Last night was October 31st, All Hallows Eve, better known as Halloween. Kids (and adults) across the country dress up and go door to door, trick-or-treating. Have you considered all the procurement implications of a simple holiday? If this is your business then you certainly have. If not, think about what you can learn from this holiday.
Stores everywhere dedicate multiple aisles of shelf space to this one day. Costumes, knick-knacks, make-up, and of course, candy. Depending on the study you read Halloween often boasts the holiday with the most candy sales.
Where does it all start? We could follow it back pretty far, but for the purposes of today’s blog post let’s start with the candy manufacturers. October is likely their biggest month for the entire year. Purchasing departments work with forecasters to obtain the raw materials necessary to produce massive amounts of the yummy stuff consumed by the handfuls on this single night of the year.
Stores from the big-box retailers to small mom & pop shops have to clear out shelf space and increase their candy quantities available for this month. They will include everything from the ever-popular big-name chocolate bars such as Snickers, Reeses and Kit-Kat, and the seasonal suger-laden treat like candy corn (does anyone actually eat that stuff) and let’s not forget the more common and often inexpensive candies like suckers and Smarties.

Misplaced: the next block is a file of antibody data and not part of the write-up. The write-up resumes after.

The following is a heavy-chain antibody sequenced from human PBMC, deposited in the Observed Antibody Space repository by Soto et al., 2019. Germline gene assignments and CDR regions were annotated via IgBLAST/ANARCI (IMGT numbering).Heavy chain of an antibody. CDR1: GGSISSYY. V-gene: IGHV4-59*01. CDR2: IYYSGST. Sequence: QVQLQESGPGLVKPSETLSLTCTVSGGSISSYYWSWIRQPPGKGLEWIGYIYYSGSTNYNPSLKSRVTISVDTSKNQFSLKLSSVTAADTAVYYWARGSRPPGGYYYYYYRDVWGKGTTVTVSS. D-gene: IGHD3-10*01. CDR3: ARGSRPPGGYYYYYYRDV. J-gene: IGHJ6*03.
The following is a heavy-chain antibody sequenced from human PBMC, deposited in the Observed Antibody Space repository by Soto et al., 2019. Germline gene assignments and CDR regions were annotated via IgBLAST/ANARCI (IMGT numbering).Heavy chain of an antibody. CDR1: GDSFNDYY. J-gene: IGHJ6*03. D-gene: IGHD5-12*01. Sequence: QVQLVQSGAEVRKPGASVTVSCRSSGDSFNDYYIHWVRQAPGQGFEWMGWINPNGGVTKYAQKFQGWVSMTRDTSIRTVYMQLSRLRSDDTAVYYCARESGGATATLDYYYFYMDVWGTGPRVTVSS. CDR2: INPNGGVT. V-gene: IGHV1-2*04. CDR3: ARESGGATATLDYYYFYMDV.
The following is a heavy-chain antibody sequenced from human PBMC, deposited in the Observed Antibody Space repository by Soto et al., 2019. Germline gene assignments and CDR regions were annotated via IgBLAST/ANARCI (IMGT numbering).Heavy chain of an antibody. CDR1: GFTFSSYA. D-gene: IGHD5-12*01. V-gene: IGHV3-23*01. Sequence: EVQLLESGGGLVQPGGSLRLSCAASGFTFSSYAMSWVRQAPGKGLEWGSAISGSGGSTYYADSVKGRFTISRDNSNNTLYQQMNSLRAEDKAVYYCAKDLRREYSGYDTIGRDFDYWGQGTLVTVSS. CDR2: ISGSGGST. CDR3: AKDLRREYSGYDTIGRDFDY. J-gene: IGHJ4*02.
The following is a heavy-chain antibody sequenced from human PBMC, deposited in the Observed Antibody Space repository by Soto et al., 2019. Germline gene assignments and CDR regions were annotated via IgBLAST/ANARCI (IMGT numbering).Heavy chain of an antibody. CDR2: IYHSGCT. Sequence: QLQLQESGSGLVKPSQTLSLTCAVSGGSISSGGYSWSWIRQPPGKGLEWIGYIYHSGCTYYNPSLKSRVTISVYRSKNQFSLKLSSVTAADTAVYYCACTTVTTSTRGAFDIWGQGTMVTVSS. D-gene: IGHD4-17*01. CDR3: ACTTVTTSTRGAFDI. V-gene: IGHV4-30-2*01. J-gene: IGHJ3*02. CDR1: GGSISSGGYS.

Next come the adults – all the parents, grandparents and really anyone who loves the holiday sets out to procure an acceptable amount of candy to pass out to all the little ghouls and goblins when they come knocking. Some adults put as much planning into the procurement of their offerings as a small business carefully calculating the rate of candy distribution over the alloted time. Then when the night arrives they mentally track how many pieces of candy are distributed in the first half hour and adjust up or down to ensure they have adequate supplies to last the entire evening. They start early and make sure they have plenty of candy and just the right kind. Some will load up on the cheaper options to be able to give something to everyone. Others buy the “good stuff” – you know CHOCOLATE! Some wait until closer to the end of the month when retailers start discounting to clear the shelves of the inventory purchased for the holiday.
Finally, you have the kids themselves. With and without parental help, depending on their ages, who get their costumes and strike out to procure bucket loads of the stuff. With experience, they learn which vendors…errr…. houses and neighborhoods have the best goods.
So how was your Halloween candy procurement? Which step of the process did you have your hand in?